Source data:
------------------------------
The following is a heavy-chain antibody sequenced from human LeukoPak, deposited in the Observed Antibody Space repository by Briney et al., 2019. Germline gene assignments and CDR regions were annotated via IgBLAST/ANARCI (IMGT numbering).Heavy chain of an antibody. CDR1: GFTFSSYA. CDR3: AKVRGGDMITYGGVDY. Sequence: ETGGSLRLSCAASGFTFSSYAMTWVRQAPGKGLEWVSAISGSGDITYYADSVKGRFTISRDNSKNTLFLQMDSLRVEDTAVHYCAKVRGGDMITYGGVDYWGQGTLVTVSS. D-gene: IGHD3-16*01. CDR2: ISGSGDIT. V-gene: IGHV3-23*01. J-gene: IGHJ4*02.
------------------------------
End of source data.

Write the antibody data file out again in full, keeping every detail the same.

The following is a heavy-chain antibody sequenced from human LeukoPak, deposited in the Observed Antibody Space repository by Briney et al., 2019. Germline gene assignments and CDR regions were annotated via IgBLAST/ANARCI (IMGT numbering).Heavy chain of an antibody. CDR1: GFTFSSYA. CDR3: AKVRGGDMITYGGVDY. Sequence: ETGGSLRLSCAASGFTFSSYAMTWVRQAPGKGLEWVSAISGSGDITYYADSVKGRFTISRDNSKNTLFLQMDSLRVEDTAVHYCAKVRGGDMITYGGVDYWGQGTLVTVSS. D-gene: IGHD3-16*01. CDR2: ISGSGDIT. V-gene: IGHV3-23*01. J-gene: IGHJ4*02.